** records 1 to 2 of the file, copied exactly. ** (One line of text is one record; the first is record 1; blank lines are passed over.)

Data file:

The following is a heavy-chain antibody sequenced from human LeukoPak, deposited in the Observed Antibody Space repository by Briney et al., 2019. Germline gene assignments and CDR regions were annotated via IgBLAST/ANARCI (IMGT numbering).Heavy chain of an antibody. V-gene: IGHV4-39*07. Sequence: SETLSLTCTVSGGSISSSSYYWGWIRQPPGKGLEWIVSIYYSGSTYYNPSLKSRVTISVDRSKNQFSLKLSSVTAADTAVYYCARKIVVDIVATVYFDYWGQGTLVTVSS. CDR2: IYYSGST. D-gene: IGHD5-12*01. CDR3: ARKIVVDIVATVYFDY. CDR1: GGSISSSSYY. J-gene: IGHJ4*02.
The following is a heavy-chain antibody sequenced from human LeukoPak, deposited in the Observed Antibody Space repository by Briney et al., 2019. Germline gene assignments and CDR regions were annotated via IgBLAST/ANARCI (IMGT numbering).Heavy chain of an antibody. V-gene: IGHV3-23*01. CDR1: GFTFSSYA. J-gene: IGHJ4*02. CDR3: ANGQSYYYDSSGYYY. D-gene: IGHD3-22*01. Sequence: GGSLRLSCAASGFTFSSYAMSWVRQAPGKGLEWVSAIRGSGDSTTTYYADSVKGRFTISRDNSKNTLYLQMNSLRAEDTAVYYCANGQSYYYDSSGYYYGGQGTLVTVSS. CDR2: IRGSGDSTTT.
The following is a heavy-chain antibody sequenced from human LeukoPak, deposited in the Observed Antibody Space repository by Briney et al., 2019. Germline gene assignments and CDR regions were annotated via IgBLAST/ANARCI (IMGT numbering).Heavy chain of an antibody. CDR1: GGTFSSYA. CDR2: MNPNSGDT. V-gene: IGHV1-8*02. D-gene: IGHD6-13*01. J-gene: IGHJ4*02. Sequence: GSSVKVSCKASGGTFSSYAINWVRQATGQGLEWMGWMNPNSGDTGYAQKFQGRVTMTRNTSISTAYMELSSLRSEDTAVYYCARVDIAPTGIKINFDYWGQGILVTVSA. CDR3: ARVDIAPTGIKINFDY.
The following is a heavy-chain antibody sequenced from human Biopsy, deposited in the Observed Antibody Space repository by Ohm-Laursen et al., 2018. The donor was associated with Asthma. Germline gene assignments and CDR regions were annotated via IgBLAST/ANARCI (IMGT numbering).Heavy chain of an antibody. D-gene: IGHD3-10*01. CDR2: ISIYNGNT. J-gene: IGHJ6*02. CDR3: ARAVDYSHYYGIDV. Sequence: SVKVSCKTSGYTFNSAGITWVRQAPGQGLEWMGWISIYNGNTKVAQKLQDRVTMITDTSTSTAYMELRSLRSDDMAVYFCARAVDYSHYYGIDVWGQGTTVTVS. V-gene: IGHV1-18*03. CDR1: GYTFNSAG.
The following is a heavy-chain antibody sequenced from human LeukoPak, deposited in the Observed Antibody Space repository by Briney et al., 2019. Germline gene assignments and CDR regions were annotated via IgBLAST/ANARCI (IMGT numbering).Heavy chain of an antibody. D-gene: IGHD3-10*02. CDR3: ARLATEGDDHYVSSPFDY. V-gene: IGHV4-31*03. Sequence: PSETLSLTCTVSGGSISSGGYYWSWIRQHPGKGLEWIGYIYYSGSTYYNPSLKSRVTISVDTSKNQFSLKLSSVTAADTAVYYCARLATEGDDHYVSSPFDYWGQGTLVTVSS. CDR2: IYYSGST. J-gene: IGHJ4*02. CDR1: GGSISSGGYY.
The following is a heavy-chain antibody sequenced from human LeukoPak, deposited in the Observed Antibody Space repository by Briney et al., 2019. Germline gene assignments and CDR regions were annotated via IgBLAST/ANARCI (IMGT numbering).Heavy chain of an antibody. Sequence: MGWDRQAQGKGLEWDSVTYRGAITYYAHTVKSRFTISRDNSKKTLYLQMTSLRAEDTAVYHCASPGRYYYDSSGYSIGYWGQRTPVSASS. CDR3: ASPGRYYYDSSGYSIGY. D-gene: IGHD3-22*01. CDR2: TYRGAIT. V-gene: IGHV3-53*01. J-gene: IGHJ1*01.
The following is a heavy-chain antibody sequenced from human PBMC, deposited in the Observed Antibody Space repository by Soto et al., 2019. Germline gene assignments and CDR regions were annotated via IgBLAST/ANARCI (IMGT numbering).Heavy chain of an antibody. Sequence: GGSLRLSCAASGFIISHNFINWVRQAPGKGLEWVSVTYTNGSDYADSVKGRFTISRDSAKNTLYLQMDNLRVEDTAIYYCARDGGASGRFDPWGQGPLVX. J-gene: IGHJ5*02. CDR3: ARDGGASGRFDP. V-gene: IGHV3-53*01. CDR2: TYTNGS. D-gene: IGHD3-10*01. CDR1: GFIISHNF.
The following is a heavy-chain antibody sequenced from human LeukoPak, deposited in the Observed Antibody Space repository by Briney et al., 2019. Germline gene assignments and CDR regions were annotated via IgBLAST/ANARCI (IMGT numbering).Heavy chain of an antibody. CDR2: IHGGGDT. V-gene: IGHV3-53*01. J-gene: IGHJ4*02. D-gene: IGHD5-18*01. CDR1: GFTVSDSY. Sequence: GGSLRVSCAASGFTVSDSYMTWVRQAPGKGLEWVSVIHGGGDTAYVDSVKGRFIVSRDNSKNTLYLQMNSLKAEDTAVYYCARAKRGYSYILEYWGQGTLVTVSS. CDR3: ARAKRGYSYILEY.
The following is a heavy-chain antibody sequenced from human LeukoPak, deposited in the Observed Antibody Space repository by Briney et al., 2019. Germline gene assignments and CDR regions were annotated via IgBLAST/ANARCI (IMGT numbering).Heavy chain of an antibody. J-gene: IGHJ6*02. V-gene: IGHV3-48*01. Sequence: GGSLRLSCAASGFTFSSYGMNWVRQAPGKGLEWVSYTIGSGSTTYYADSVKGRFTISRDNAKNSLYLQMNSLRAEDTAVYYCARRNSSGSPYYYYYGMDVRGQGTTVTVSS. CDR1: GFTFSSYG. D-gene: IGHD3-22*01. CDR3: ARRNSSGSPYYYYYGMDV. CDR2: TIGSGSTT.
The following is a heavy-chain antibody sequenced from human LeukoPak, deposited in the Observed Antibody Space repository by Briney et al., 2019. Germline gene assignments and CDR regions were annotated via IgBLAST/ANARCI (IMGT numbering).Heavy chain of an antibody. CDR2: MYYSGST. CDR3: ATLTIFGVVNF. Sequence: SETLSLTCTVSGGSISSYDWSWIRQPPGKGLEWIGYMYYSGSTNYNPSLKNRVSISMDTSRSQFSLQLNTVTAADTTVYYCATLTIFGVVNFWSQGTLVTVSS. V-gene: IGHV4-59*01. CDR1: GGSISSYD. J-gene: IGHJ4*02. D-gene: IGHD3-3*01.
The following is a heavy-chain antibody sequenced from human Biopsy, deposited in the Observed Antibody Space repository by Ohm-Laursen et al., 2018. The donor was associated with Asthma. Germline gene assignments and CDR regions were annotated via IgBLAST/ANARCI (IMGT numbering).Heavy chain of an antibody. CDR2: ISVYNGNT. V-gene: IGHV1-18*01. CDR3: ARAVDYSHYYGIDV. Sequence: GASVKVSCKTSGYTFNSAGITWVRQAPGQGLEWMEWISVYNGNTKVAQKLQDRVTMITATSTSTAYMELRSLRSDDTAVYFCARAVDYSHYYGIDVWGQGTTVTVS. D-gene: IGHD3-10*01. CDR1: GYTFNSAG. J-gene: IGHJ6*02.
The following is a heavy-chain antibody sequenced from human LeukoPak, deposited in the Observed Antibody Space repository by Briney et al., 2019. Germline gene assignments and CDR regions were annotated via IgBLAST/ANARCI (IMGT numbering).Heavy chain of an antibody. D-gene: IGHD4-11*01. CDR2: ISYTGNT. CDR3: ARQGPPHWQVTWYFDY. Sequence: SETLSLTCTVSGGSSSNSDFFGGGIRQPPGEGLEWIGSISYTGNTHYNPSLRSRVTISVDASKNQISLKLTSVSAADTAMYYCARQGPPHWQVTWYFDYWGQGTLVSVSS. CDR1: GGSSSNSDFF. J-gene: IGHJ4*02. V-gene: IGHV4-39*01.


The following is a heavy-chain antibody sequenced from human LeukoPak, deposited in the Observed Antibody Space repository by Briney et al., 2019. Germline gene assignments and CDR regions were annotated via IgBLAST/ANARCI (IMGT numbering).Heavy chain of an antibody. V-gene: IGHV4-39*07. Sequence: SETLSLTCTVSGGSISSSSYYWGWIRQPPGKGLEWIVSIYYSGSTYYNPSLKSRVTISVDRSKNQFSLKLSSVTAADTAVYYCARKIVVDIVATVYFDYWGQGTLVTVSS. CDR2: IYYSGST. D-gene: IGHD5-12*01. CDR3: ARKIVVDIVATVYFDY. CDR1: GGSISSSSYY. J-gene: IGHJ4*02.
The following is a heavy-chain antibody sequenced from human LeukoPak, deposited in the Observed Antibody Space repository by Briney et al., 2019. Germline gene assignments and CDR regions were annotated via IgBLAST/ANARCI (IMGT numbering).Heavy chain of an antibody. V-gene: IGHV3-23*01. CDR1: GFTFSSYA. J-gene: IGHJ4*02. CDR3: ANGQSYYYDSSGYYY. D-gene: IGHD3-22*01. Sequence: GGSLRLSCAASGFTFSSYAMSWVRQAPGKGLEWVSAIRGSGDSTTTYYADSVKGRFTISRDNSKNTLYLQMNSLRAEDTAVYYCANGQSYYYDSSGYYYGGQGTLVTVSS. CDR2: IRGSGDSTTT.